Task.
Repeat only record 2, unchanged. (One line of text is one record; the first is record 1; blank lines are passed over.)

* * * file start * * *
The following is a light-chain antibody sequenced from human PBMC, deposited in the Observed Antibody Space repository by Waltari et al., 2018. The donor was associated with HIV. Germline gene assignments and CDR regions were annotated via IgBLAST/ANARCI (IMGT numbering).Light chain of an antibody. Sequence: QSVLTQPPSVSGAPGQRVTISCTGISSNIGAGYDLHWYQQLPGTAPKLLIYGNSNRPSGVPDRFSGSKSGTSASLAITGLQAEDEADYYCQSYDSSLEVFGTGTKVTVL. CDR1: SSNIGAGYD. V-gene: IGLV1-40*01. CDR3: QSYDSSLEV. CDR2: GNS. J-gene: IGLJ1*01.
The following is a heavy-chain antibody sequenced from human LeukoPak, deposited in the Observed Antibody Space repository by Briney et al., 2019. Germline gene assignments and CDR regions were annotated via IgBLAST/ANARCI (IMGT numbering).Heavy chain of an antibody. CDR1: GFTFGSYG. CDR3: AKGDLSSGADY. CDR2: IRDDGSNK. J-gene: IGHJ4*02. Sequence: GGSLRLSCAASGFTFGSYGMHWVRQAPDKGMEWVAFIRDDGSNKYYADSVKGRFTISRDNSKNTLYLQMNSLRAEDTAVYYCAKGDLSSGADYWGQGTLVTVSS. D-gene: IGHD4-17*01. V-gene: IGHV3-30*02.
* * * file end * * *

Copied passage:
The following is a heavy-chain antibody sequenced from human LeukoPak, deposited in the Observed Antibody Space repository by Briney et al., 2019. Germline gene assignments and CDR regions were annotated via IgBLAST/ANARCI (IMGT numbering).Heavy chain of an antibody. CDR1: GFTFGSYG. CDR3: AKGDLSSGADY. CDR2: IRDDGSNK. J-gene: IGHJ4*02. Sequence: GGSLRLSCAASGFTFGSYGMHWVRQAPDKGMEWVAFIRDDGSNKYYADSVKGRFTISRDNSKNTLYLQMNSLRAEDTAVYYCAKGDLSSGADYWGQGTLVTVSS. D-gene: IGHD4-17*01. V-gene: IGHV3-30*02.